By Davis Freeberg
Fair Use. What exactly constitutes fair use and what rights should we have as consumers? The very mention of the phrase seems to strike fear into the hearts of Hollywood execs everywhere. If you were to ask Hollywood, they would tell you that despite popular belief, you don’t actually own your media, but must repurchase each song if you want to listen to it on your cell phone or on your computer or if you happen to file bankruptcy.
Whether it was their crushing defeat in the legendary Betamax case or their more recent victory over file sharing, Hollywood’s tactic has always been to sue first and ask questions later. When they can’t sue, they lobby Congress to legislate their policies or they create attrocious programs that treat ordinary consumers like criminals.
Why Hollywood can’t see the profitable business opportunities that the digital landscape provides is beyond my grasp, but despite what you may have been told, it’s not the analog hole that is the problem, but rather the A-holes that run Hollywood.
One of my least favorite pieces of legislation was the Digital Millennium Copyright act. It makes it illegal to circumvent copyright protections, so that someone can not back up DVDs that they have legally purchased. Currently, the USCO is reviewing this provision and are offering consumers an opportunity to comment. With the introduction of the Video iPOD however, we’ve seen an interesting new program enter the market. The program is called the iPOD Media Studio and is made by Makayama Interactive. They are based out of Amsterdam which may make legislating them out of business a bit more difficult for the studios.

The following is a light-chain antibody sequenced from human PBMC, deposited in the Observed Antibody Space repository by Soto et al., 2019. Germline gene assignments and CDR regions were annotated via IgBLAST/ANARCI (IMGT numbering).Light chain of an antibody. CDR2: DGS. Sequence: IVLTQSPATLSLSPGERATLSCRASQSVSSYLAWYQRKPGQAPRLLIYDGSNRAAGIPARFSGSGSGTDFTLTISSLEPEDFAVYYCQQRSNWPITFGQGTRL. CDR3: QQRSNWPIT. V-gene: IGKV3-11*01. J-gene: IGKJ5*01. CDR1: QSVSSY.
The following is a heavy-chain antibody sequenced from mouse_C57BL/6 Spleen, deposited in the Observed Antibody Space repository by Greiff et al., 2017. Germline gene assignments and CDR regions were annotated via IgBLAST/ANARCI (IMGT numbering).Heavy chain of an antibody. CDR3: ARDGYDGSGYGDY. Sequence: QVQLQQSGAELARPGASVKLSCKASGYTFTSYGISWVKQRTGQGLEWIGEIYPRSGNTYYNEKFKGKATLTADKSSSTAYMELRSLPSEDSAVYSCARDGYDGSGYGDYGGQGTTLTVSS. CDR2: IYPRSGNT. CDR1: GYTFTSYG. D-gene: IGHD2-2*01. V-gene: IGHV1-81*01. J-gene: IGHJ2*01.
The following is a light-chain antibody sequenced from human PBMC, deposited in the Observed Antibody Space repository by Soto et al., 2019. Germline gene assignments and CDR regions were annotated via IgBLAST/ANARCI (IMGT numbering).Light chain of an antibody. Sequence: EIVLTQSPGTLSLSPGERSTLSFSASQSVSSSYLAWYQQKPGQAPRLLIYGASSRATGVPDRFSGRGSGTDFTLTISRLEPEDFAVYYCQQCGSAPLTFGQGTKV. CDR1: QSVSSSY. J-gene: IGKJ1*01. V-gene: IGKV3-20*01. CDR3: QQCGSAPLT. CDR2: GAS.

Despite the name of the program, the iPOD Media Studio also supports various smart phones and other “removable storage” devices. The program essentially captures DVDs as they play on your computer and converts them into mpeg4 files that you can then play on your iPOD, Computer or Smartphone. In their press release they indicate that the converted files have “an amazingly sharp picture and stereo CD-quality sound” and that you can fit over 100 movies onto a 60 GB iPOD.
Whether their program is covered under the fair use provision of the DMCA or not is still up for legal debate, but in an interview with the Chicago Sun Times, a Makayama spokesperson said
“It’s legal to make personal copies, it is not legal to circumvent the encryption in a DVD or TiVo file. Our software does not touch the encryption keys on DVD, but captures video, displayed on screen by an authorized software DVD player such as PowerDVD or WinDVD, from the screen buffer to a file.”
While the legal merits of the program are murky at best, this does offer consumers an alternative to paying the studios $2 for a degraded leftover copy of Desperate Housewives. Instead they can make a high quality copy of their own DVDs to watch at their leisure.